In Invisible, that’s the struggle D-Side are facing, and it leads them to make statements like: “I keep tracing your steps, each move that you make, wish I could be what goes through your mind”. On reflection, this probably veers a bit too far into creepy territory. Outside of the ’90s pop bubble, where questionable and often nonsensical lyrics had been par for the course, rightly or wrongly Invisible was open to a bit more scrutiny, and it’s perilously haphazard more often than it’s not. That said, the: “If I was invisible…wait, I already am” coda to the chorus could quite easily have been delivered by the Backstreet Boys, such is the brilliance of its absurdity.
And let that not detract from the fact that Invisible contains one of the most latterly brilliant pop moments of the ‘00s with its middle-eight: “I am nothing without you, just a shadow passing through-ooh-ooh-OOH” and the distorted ticking bass sound effect leading into the final chorus. Truly, an underrated moment of pure pop brilliance, and the snaking hand movement that accompanies it in the video is probably one of the most onomatopoeic things to ever happen in pop music. Indeed, it’s probably the highlight of the music video, which isn’t in itself that bad, but remarkably similar to Speechless (except in this one the group don’t get drenched).
It’s a fair effort and a very telling representation of where pop music was headed at the time, moving away from garish colour palettes and extravagant set pieces into something a little more grounded and authentic. What makes the video extremely watchable is D-Side themselves: boy do they work the camera. Of course, Invisible is fully subscribed to the notion that there must be a dance routine, even if it’s not needed. And in fairness, the fully choreographed shots do look great. But even when D-Side are just milling around each other, there is a very natural togetherness that radiates from the group, and it’s captured well. Sure, the visuals don’t mirror the lyrics, which seems a bit odd considering how literal they are. But thinking about it, that’s probably a good thing!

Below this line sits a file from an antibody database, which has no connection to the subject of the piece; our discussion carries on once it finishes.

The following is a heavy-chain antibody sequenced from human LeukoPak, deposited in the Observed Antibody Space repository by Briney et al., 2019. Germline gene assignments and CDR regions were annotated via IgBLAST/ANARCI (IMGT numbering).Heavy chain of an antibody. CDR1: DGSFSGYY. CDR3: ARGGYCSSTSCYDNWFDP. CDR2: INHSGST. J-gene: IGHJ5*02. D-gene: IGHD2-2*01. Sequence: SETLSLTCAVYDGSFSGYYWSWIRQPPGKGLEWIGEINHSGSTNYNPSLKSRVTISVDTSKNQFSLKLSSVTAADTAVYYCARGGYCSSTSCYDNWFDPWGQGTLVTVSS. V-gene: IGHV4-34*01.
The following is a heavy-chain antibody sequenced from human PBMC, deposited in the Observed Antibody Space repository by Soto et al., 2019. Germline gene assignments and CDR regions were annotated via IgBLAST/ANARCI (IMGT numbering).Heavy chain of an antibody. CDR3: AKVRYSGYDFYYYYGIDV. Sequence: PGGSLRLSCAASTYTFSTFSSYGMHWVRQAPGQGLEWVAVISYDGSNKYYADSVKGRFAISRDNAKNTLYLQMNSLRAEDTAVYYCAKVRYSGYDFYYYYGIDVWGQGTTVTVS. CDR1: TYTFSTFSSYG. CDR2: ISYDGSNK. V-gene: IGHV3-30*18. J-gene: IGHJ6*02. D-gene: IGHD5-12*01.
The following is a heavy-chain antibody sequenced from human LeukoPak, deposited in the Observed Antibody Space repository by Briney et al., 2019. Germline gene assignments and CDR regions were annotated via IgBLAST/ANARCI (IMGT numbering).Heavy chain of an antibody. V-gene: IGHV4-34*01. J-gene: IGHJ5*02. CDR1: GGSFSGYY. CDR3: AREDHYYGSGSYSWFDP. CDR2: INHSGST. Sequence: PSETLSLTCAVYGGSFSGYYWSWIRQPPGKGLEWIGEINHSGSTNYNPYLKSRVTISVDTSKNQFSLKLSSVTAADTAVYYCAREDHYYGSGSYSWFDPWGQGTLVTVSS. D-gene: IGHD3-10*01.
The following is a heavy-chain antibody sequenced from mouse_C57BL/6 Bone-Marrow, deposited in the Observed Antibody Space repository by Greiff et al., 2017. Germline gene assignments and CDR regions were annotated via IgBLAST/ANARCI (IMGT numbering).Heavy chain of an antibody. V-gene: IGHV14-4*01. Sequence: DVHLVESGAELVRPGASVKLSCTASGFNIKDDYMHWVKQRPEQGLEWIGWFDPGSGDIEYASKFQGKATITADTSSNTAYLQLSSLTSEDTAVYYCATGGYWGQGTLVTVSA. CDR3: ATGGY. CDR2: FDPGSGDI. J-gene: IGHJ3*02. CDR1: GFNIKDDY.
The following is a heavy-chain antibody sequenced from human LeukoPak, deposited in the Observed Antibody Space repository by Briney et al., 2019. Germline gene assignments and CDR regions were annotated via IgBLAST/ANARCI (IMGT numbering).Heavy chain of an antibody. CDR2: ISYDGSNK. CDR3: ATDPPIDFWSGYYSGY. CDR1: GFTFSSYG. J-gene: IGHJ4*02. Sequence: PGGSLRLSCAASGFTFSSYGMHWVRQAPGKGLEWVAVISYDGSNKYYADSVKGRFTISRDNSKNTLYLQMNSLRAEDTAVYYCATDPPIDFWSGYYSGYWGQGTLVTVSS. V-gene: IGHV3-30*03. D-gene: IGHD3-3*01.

In an early example of TV talent show contestants casually borrowing recent songs to cover, Invisible was also released in America just a few months later by American Idol runner-up Clay Aiken. It sounds…well, pretty much as you’d expect, although as a curio it does contain a significantly longer middle-eight, albeit one that seems like it’s hopped over from a completely different song. Easily the most interesting aspect of Clay Aiken’s Invisible is listening out for how much of D-Side’s version is still present. It’s most evident within the last minute or so, but there are some backing vocals – and possibly ad-libs – that sound remarkably familiar.
In the UK, Invisible was D-Side‘s highest-peaking single, reaching #7. Yet, in a sign of just how far boybands had fallen, it fell outside the top 200 biggest sellers of the year (Speechless, incidentally, was #200 with 37,000 copies). In a kinder climate, the track would surely have been much, much bigger. But these were increasingly dark times for pop music, and that gap in the market was there for a reason. Regardless, Invisible is a late, great addition to the roster, albeit one that does romance in a very questionable manner. It remains an essential (and criminally underrated) pop gem well worth revisiting.